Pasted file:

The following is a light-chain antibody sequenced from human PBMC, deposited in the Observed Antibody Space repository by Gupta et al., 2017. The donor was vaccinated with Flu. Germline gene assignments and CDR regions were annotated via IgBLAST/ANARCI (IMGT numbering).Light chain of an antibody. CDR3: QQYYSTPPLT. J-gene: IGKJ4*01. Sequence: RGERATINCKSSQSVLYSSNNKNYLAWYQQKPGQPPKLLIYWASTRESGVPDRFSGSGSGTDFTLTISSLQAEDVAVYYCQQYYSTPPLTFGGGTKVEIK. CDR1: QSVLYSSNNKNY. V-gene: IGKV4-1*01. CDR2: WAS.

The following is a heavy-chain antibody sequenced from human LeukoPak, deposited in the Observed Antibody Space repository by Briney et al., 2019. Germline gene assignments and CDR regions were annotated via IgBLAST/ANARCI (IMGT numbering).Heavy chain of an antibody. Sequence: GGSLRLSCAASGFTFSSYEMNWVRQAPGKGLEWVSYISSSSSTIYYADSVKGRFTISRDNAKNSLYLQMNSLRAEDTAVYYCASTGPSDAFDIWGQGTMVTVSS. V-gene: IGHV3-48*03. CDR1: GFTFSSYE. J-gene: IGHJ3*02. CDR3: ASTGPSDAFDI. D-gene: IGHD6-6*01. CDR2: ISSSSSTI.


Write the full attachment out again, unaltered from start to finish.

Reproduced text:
The following is a light-chain antibody sequenced from human PBMC, deposited in the Observed Antibody Space repository by Gupta et al., 2017. The donor was vaccinated with Flu. Germline gene assignments and CDR regions were annotated via IgBLAST/ANARCI (IMGT numbering).Light chain of an antibody. CDR3: QQYYSTPPLT. J-gene: IGKJ4*01. Sequence: RGERATINCKSSQSVLYSSNNKNYLAWYQQKPGQPPKLLIYWASTRESGVPDRFSGSGSGTDFTLTISSLQAEDVAVYYCQQYYSTPPLTFGGGTKVEIK. CDR1: QSVLYSSNNKNY. V-gene: IGKV4-1*01. CDR2: WAS.

The following is a heavy-chain antibody sequenced from human LeukoPak, deposited in the Observed Antibody Space repository by Briney et al., 2019. Germline gene assignments and CDR regions were annotated via IgBLAST/ANARCI (IMGT numbering).Heavy chain of an antibody. Sequence: GGSLRLSCAASGFTFSSYEMNWVRQAPGKGLEWVSYISSSSSTIYYADSVKGRFTISRDNAKNSLYLQMNSLRAEDTAVYYCASTGPSDAFDIWGQGTMVTVSS. V-gene: IGHV3-48*03. CDR1: GFTFSSYE. J-gene: IGHJ3*02. CDR3: ASTGPSDAFDI. D-gene: IGHD6-6*01. CDR2: ISSSSSTI.